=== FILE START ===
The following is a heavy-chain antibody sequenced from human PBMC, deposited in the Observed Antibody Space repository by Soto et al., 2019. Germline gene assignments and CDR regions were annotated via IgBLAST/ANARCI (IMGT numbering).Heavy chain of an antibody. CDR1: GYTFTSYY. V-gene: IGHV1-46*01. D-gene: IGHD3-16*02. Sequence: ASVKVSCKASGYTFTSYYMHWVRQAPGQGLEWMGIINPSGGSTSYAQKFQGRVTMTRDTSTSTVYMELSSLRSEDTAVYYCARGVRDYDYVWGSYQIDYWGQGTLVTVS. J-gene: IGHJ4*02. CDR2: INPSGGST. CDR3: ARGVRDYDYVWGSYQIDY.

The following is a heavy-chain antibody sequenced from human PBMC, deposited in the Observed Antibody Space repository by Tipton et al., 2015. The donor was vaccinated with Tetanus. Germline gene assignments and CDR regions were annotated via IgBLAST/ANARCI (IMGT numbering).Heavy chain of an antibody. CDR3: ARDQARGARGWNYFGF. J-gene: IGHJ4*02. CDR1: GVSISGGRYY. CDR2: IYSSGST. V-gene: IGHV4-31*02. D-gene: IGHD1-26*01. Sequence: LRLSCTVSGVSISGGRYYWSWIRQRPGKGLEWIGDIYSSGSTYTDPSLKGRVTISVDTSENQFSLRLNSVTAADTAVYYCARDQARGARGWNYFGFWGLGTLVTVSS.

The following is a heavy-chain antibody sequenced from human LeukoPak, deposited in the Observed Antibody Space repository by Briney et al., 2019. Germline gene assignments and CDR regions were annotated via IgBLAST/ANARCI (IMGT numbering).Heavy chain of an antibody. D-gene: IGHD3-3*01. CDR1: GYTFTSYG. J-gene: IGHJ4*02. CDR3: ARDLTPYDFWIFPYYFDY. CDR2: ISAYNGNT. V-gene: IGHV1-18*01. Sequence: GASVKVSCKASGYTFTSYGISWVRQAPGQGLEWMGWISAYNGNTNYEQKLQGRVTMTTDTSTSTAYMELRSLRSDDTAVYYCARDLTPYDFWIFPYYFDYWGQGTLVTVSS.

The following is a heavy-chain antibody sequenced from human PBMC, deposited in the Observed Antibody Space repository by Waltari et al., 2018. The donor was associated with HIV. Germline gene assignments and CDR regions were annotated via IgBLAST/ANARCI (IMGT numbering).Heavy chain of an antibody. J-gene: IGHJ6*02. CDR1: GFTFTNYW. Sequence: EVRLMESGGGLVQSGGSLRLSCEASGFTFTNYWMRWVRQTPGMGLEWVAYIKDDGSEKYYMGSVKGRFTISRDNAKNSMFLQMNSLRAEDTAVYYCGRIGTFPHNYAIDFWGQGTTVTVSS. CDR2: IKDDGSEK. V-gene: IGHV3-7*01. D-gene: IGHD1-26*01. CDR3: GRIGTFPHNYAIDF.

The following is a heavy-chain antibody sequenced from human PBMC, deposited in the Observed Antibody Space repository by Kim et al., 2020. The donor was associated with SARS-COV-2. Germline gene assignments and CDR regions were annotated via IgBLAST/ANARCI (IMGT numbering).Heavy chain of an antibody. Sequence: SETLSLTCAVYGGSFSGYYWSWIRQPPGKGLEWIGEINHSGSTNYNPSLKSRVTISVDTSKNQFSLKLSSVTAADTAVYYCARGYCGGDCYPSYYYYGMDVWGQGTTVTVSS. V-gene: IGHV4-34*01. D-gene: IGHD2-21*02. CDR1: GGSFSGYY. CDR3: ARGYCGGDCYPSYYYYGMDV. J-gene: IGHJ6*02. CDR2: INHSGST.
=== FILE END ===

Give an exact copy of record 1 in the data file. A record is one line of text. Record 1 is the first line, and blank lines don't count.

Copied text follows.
The following is a heavy-chain antibody sequenced from human PBMC, deposited in the Observed Antibody Space repository by Soto et al., 2019. Germline gene assignments and CDR regions were annotated via IgBLAST/ANARCI (IMGT numbering).Heavy chain of an antibody. CDR1: GYTFTSYY. V-gene: IGHV1-46*01. D-gene: IGHD3-16*02. Sequence: ASVKVSCKASGYTFTSYYMHWVRQAPGQGLEWMGIINPSGGSTSYAQKFQGRVTMTRDTSTSTVYMELSSLRSEDTAVYYCARGVRDYDYVWGSYQIDYWGQGTLVTVS. J-gene: IGHJ4*02. CDR2: INPSGGST. CDR3: ARGVRDYDYVWGSYQIDY.